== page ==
As I said yesterday, there are two key questions in this story. Did U.S. intelligence really conclude that Russia has placed bounties on American soldiers with Afghan jihadis? If so, was the president told?
Ed’s post this morning added some nuance to the first question. American intel may believe that the Russians are doing this, but as Tom Rogan says elsewhere today, “that belief and some evidence do not alone make a presidential-level intelligence product.” If you’re going to bring information to the commander-in-chief that may reshape U.S.-Russia relations, you want maximum confidence in its accuracy. Maybe the intel just wasn’t ripe yet. WaPo:
A third person familiar with the issue said that “I don’t think that anybody withheld anything and screwed up by not getting to the president on time.” Until “you were absolutely sure of the intelligence and the NSC had drawn up policy options, you weren’t going to walk into the Oval Office,” the person said.
So the issue is not when the president was briefed, the person said, but rather, “now that you are aware of it, what are you going to do about it? That’s where the focus should be.”
A National Security Council spokesman told the paper that “the veracity of the underlying allegations continue to be evaluated.” That would potentially answer both of the questions posed up top. No, Trump hasn’t been briefed on it because, no, U.S. intel hadn’t “concluded” anything yet (or at least not until very recently).
But wait. The Associated Press, citing “American intelligence officials and two others with knowledge of the matter,” says differently:
The intelligence officials told the AP that Trump was briefed on the bounty matter earlier this year; Trump denied that, tweeting Sunday neither he nor Vice President Mike Pence had been briefed. Trump tweeted Sunday night he was just told intelligence officials didn’t report the information to him because they didn’t find it credible.
That makes two news outlets that are alleging that the president himself was told about the bounty scheme. The Times claimed on Friday that “[t]he intelligence finding was briefed to President Trump, and the White House’s National Security Council discussed the problem at an interagency meeting in late March.” In a follow-up story last night, the paper said its sources claim the matter was included in the President’s Daily Brief at some point:
One senior administration official offered a similar explanation, saying that Mr. Trump was not briefed because the intelligence agencies had come to no consensus on the findings.
But another official said there was broad agreement that the intelligence assessment was accurate, with some complexities because different aspects of the intelligence — including interrogations and surveillance data — resulted in some differences among agencies in how much confidence to put in each type.
Though the White House press secretary, Kayleigh McEnany, claimed on Saturday that Mr. Trump had not been briefed about the intelligence report, one American official had told The Times that the report was briefed to the highest levels of the White House. Another said it was included in the President’s Daily Brief, a compendium of foreign policy and national security intelligence compiled for Mr. Trump to read.
Lotta slippery wording there. There was “broad agreement” that the intel was right — but disagreement about how reliable certain parts of it were? The intel was briefed “to the highest levels of the White House” — but maybe not specifically to Trump himself? And there’s only one source for that claim, it appears, just as there seems to be only one source alleging it was included in the PDB. Remember that a senior intel official told Catherine Herridge of CBS that he’s been reviewing Trump’s PDBs and can’t find anything about bounties in there.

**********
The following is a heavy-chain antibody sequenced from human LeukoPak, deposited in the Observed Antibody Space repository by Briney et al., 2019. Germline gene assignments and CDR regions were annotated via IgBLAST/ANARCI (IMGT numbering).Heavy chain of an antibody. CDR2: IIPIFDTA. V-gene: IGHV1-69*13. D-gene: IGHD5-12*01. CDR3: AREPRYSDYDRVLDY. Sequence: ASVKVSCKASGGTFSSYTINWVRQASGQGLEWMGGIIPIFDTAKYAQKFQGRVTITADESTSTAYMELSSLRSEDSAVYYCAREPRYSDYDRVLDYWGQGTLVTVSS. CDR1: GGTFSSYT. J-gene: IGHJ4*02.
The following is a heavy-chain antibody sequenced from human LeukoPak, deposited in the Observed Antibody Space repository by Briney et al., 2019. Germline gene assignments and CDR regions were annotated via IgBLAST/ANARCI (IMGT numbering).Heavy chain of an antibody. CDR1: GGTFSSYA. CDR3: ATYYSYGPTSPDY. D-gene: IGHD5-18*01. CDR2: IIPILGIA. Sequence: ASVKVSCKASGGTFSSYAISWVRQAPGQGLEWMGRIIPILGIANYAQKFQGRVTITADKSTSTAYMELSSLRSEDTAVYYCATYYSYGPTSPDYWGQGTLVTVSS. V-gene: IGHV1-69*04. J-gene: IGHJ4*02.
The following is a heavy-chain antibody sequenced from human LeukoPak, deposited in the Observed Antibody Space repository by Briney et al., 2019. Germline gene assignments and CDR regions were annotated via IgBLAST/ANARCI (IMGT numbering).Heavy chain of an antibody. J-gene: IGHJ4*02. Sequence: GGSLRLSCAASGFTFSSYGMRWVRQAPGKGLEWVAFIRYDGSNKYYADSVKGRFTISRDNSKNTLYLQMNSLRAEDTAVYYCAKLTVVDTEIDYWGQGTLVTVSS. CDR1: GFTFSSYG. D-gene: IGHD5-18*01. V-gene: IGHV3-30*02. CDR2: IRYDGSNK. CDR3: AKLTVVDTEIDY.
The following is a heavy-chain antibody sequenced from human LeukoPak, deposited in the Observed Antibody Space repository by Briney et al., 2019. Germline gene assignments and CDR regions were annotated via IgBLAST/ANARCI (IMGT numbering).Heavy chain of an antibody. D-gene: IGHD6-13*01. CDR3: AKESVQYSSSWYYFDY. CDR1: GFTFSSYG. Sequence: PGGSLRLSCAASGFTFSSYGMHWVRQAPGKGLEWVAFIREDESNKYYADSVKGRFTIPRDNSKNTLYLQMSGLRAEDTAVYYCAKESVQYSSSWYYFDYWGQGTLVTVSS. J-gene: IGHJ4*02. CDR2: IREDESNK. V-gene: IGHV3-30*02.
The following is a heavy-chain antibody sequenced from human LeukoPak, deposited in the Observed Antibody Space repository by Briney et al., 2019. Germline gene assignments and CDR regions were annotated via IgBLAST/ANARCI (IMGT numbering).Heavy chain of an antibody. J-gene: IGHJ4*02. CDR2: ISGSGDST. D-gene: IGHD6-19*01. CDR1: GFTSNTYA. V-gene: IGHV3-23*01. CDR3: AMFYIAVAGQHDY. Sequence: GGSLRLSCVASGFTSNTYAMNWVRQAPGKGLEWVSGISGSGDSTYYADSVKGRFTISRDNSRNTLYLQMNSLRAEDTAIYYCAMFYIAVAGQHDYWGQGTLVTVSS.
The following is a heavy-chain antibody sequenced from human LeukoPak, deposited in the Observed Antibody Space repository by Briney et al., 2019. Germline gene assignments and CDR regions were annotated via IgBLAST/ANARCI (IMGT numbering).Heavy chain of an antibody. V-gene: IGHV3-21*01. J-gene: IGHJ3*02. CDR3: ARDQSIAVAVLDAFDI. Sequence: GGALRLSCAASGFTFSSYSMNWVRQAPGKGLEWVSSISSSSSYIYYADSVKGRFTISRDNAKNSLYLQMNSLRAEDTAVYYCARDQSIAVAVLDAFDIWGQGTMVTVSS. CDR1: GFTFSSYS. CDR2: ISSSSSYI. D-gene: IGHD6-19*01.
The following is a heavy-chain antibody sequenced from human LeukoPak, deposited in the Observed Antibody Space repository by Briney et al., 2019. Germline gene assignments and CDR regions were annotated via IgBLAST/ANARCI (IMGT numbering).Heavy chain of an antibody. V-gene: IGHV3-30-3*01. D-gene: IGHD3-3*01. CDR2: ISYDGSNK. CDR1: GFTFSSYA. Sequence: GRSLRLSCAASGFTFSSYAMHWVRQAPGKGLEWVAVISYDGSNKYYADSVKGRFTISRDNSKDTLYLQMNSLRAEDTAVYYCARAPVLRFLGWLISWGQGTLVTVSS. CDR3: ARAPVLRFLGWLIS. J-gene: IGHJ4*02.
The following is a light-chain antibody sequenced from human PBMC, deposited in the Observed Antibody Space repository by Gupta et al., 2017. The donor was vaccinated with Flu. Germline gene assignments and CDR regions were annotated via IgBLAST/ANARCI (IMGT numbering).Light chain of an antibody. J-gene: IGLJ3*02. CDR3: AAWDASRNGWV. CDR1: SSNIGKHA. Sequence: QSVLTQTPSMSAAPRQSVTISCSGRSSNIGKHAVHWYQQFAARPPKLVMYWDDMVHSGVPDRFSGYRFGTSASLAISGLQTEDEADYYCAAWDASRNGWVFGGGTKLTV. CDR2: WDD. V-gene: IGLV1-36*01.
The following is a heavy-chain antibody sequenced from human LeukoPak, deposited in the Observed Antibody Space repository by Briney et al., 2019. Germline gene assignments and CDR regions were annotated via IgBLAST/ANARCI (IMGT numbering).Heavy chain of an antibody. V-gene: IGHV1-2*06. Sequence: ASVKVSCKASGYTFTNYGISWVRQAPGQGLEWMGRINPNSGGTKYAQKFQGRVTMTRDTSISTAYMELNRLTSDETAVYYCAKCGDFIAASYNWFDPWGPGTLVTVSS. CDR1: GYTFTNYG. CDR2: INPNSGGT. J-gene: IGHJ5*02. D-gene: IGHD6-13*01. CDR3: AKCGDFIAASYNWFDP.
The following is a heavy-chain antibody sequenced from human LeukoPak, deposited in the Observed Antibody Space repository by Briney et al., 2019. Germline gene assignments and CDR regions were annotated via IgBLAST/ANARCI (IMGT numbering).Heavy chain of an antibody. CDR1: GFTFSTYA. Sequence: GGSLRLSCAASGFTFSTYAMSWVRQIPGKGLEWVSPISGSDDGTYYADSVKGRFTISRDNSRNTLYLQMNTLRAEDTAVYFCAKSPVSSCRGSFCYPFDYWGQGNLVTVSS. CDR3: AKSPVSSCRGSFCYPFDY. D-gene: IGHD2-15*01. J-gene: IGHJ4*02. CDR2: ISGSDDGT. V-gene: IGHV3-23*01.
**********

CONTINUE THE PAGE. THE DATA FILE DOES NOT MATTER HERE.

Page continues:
Even so, the AP and the Times claim that POTUS was, in fact, briefed. Additionally, some of the attendees at the “high-level” interagency meeting held at the White House in late March on the bounties were apparently sufficiently convinced by the intelligence that they wanted to go to the Russians with it:
The meeting led to broader discussions about possible responses to the Russian action, ranging from diplomatic expressions of disapproval and warnings, to sanctions, according to two of the people. These people and others who discussed the matter spoke on the condition of anonymity because of its sensitivity.
The disturbing intelligence — which the CIA was tasked with reviewing, and later confirmed — generated disagreement about the appropriate path forward, a senior U.S. official said. The administration’s special envoy for Afghanistan, Zalmay Khalilzad, preferred confronting the Russians directly about the matter, while some National Security Council officials in charge of Russia were more dismissive of taking immediate action, the official said.
Whatever the status of the intel in March, it’s now developed to the point that it was shared with British officials “recently.” Quote: “British security officials have confirmed to Sky News that the reports about the plot are true.” As WaPo’s source up above put it, the question for Trump and Boris Johnson at the moment is, “now that you are aware of it, what are you going to do about it?”
We’ll know more soon about how solid the intelligence is and, maybe, what Trump knew about it and when. Pelosi sent a letter this morning to John Ratcliffe and Gina Haspel requesting a House-wide briefing “immediately” on the matter, specifically the issue of “was the President briefed, and if not, why not, and why was Congress not briefed.” She’s going to get her wish: Kayleigh McEnany told Fox that that briefing will be happening later today. Stay tuned.